A tooth I recently pulled from my Woodbine honey hole keeps getting better the more I look at it. I originally thought it was just a really big crocodile tooth of the species Woodbinesuchus byersmauricei, a common find for the site. After cleaning it today, I noticed it was pretty different and am now 90% sure it's a plesiosaur tooth, perhaps from the family Leptocleididae (as opposed to Polycotylidae or Elasmosauridae) and maybe with some real scientific significance! Stay with me here... Crocodile teeth are pretty common for the site. So why do I think this isn't one? Besides being quite large for a croc, the 12 enamel ridges on this specimen vary in shape and are spaced out whereas my crocs typically exhibit tightly spaced, uniform ridges numbering in the many dozens. The ridges on the "plesiosaur" are restricted to the lingual side. My crocs typically have ridges spanning the entire circumference of the crown, though they sometimes peter out on the labial side as well. Another significant difference is in the sigmoidally curved crown which is normal in plesiosaurs and generally not seen in crocs. "Plesiosaur" (L) and Croc (R); Note the significantly different enamel ridge characteristics. "Plesiosaur" and my complete crocs. Quite large relatively speaking. It's crown is about 20 mm long and 6 mm in diameter. Sigmoidal curvature in the crown. I am less sure of the familial identification and beyond. A quick google search for Cenomanian Plesiosaurs revealed an interesting article on freshwater Kem Kem Group Plesiosaurs (https://doi.org/10.1016/j.cretres.2022.105310) from more or less the same time (Woodbine = mid Cenomanian vs. Kem Kem Group = ?Albian-Cenomanian). What initially caught my eye was Fig. 5 where a handful of similar teeth are shown: Fig. 5 from the article. Leptocleididae indet. shed teeth. These are thought to be indeterminate Leptocleididae shed teeth for features shared with my specimen. The authors rule out Polycotylidae on the basis that those teeth are usually more robust. They acknowledge that longer teeth of Polycotylidae do occur, but the striations are finer than Leptocleididae. The authors contrast their teeth (and mine) from Elasmosauridae and Cryptoclididae by stating that those families have straighter teeth with more labio-lingually compressed crowns that create a strong oval cross section. My tooth and those shown above are sub-circular/slightly oval-shaped. Another point to make is that Leptocleididae plesiosaurs are UNKNOWN from deep water environments and are instead suggested to be nearshore specialists (Woodbine is famously nearshore with its crocs, Cretodus semiplicatus, and other nearshore fauna). On the other hand, Polycotylidae, the sister taxon, is a deeper water family. Hard to show a good cross-section because a chunk of root juts out of the bottom making it look more labiolingually compressed than it really is! Implications and Significance: One extremely interesting aspect of plesiosaur ecology that is highlighted by the article is their strong presence in prehistoric freshwater ecosystems. Plesiosaur teeth of the family Leptocleididae are commonly found in the Kem Kem river systems which isn't crazy given they are thought to be nearshore specialists. The authors note that contemporaneous marine deposits have yet to yield Leptocleididae material, which makes one wonder: were they freshwater specialists unable to live in the ocean? I would've been inclined to assume they could survive both fresh and salt given my preconceived notions on plesiosaurs, but there is a lack of hard proof... Until now? If this is what I think it is... this may be the first evidence of Leptocleididae found in a marine deposit contemporaneous with the Kem Kem Group! Just the missing puzzle piece emphasized in the article. Reeling it back in- Keep in mind, a few hours ago I thought this was just a big croc tooth! Also, I don't know much of anything about plesiosaurs since I had never found such material previously. My head is spinning with all these new names. Hopefully you all can provide some clarity on this matter. @pachy-pleuro-whatnot-odon @Jared C @PaleoPastels. Feel free to tag anyone else you know who might have some knowledge on the subject! Pics: ~Thanks for reading~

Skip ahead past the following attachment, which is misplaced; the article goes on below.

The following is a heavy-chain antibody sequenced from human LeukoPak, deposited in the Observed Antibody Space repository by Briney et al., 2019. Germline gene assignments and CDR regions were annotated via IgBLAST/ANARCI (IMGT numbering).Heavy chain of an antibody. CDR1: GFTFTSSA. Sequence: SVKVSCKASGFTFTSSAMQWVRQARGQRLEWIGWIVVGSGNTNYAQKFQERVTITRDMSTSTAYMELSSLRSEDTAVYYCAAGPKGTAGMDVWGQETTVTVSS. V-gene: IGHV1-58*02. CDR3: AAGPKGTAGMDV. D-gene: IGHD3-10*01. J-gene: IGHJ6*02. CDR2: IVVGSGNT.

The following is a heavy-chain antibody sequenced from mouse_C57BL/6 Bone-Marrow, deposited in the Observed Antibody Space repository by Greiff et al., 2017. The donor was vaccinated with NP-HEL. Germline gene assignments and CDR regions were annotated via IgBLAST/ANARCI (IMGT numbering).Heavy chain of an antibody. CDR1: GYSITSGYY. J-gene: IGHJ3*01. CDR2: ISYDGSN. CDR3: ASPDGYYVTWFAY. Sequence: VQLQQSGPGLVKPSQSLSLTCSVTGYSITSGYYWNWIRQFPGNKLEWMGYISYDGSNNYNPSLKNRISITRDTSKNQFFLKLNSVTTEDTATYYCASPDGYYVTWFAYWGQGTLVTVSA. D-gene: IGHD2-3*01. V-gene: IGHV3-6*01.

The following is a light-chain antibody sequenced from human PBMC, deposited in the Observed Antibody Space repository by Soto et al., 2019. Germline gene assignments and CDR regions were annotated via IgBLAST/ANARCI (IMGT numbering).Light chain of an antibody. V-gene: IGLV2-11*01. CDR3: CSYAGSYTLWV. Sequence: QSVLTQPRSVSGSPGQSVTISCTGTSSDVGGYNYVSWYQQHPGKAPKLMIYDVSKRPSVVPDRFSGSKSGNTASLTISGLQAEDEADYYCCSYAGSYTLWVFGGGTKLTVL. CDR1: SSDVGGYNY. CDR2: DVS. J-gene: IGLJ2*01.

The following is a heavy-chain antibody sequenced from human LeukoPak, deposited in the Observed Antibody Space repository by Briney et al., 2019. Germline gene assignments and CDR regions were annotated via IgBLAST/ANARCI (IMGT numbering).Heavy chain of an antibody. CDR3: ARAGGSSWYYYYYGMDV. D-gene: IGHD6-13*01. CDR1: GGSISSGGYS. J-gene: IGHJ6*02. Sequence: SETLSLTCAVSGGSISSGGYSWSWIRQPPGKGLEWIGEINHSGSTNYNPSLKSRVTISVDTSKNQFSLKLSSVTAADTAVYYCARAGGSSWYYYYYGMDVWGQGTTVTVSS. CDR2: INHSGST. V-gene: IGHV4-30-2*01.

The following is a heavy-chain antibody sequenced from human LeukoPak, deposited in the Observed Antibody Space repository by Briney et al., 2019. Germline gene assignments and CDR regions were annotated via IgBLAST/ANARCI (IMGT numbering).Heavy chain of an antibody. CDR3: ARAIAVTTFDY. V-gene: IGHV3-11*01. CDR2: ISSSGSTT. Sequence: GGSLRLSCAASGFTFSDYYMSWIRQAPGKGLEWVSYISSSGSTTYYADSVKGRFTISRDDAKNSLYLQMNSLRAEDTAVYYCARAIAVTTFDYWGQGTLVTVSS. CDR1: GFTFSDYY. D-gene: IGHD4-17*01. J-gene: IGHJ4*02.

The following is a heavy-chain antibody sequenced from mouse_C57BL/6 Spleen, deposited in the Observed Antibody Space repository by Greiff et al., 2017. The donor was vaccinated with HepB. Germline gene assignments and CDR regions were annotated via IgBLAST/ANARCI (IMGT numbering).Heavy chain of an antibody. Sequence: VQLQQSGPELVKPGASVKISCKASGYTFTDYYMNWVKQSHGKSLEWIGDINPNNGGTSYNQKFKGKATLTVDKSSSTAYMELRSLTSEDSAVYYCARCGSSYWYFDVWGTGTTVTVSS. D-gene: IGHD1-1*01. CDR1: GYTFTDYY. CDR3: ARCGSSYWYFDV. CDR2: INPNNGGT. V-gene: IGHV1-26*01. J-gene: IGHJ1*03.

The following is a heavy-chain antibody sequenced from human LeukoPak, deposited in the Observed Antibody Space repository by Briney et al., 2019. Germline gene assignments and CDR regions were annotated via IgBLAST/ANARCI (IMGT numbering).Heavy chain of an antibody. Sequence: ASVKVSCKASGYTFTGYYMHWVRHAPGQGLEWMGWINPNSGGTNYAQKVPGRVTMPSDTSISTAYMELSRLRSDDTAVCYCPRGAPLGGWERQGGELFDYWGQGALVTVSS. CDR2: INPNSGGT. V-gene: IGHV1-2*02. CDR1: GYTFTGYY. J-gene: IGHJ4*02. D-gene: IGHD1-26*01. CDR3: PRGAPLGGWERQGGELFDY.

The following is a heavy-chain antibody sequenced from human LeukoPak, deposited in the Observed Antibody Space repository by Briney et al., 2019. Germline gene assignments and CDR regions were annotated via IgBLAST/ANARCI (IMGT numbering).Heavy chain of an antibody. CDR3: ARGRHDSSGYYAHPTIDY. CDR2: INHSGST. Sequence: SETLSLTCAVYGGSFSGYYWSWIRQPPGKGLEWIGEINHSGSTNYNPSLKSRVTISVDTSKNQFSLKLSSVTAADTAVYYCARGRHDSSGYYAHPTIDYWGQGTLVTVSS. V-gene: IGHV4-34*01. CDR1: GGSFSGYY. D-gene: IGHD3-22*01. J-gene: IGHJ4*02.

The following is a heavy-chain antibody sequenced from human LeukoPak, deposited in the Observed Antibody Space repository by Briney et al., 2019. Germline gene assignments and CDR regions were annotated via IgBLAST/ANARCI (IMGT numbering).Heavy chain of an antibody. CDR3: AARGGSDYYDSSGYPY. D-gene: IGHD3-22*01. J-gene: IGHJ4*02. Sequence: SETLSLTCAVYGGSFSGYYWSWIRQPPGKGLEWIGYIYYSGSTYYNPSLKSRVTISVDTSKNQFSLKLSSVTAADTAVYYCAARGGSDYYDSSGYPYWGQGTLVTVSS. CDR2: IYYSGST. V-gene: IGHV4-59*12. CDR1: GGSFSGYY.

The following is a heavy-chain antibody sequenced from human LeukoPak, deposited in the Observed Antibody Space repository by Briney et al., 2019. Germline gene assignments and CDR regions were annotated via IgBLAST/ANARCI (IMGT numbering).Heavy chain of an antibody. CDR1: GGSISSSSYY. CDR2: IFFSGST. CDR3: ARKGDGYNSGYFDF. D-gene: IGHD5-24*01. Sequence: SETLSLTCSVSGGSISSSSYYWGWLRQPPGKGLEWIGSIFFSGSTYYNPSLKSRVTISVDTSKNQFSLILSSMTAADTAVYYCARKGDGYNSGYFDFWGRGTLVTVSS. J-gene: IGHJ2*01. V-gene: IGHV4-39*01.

9. RangoTango

    Fossil poo or rock?

    I bought this rock today just as an ordinary rock but it looks a lot like fossil poo from maybe a reptile or shark what i have seen. Its like a smaller version of meg poo but its brown. Any ideas?
  10. Found this recently in glacial till material in E Kansas. What I find unusual is the rather thick neural process- I’ve personally never seen anything like it. Any ideas, suggestions, or corrections are greatly appreciated; I’m trying to learn more about iding vertebrae. Measurements in cm/mm As always thank you everyone!
  11. Hello, I'm sorting though microfossil matrix from the Permian Texas red beds. I'm not very familiar with this area, but understand that there are shark, reptile and amphibian teeth in it. Could you point me to a guide or other literature relevant to this location or help me to understand most of what I'm looking at? I've found specimens as large as 5 mm and the smallest can't be picked up with my tweezers. This matrix has been sorted under a cheap microscope, so I'm sorry the pictures are rather blurry. Thanks for the help. (1) (2) (3) (4) (5) (6) (7) (8) (9) (10) (11)
  12. I found this small and delicate, nearly intact marine reptile bone in Big Brook yesterday, and I'm wondering if anyone can identify it. The bone is just under an inch in length.
  13. Hello everyone, I found this at an antique shop and was wondering if it is real. There is very little info but to me it looks like it’s from China. The owner said it is from an old collection. Any help would be appreciated. Thanks!
  14. HJohn

    Crocodile Tooth?

    Any idea on what genus this could be from? Or, if it even is a crocodile after all? This tooth was previously IDed as a crocodile but others claimed spinosaurid. The tooth is late Cretaceous in age. It's from the Kem Kem Phosphate Beds in Touz, Kem Kem Basin, Morocco.
  15. Darjomar

    Tooth or rock?

    Found this rock hounding in Texas, is this a tooth? Thanks for any and all help!